March 3, 2019

Parents, Be Advised that a Gap Year Can Benefit a Student's GPA and Mental Health

Marcia Morris, M.D., is a psychiatrist at the University of Florida
What we at the Center for Interim Programs have been witnessing in the thirty-nine years we have been counseling students through the gap year process, is finally being seriously considered and researched by colleges and mental health counselors: the value of gap time in terms of student maturity, college attendance, academic performance, and mental health.

Marcia Morris, M.D., a psychiatrist at the University of Florida, looked into the benefits of a gap year after she was interviewed on NPR's radio show, On Point. The subject was the rising rate of mental health problems on campus and the role this played in one of three students leaving college during freshman year. A discussion on the show brought up the subject of a gap year and how elite colleges have long encouraged a gap year to increase maturity before college.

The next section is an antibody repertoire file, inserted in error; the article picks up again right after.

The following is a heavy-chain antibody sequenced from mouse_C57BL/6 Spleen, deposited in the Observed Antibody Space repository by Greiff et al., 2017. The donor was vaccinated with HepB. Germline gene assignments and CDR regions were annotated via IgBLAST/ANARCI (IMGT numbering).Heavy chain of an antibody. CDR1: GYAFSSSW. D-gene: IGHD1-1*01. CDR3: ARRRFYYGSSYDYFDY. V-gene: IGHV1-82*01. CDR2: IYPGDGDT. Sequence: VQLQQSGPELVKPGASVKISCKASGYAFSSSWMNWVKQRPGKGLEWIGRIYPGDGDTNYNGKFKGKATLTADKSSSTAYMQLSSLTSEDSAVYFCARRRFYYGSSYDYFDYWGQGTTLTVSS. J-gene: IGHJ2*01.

Dr. Morris wanted to learn more about the gap year and if it might offer a solution to the high freshman drop-out rates in our country. She was also curious to find out if gap year students experienced improved mental health.

The article referenced here, Is a Gap Year Good for Your Child’s Mental Health and GPA? outlines  Dr. Morris' research on the gap year and how she now recommends a parent/student gap year dialogue. Her conclusion is that "the gap year may be a solution for some students to grow socially and emotionally, to gain maturity, or to get a stronger financial footing, so they can achieve success in the college years."

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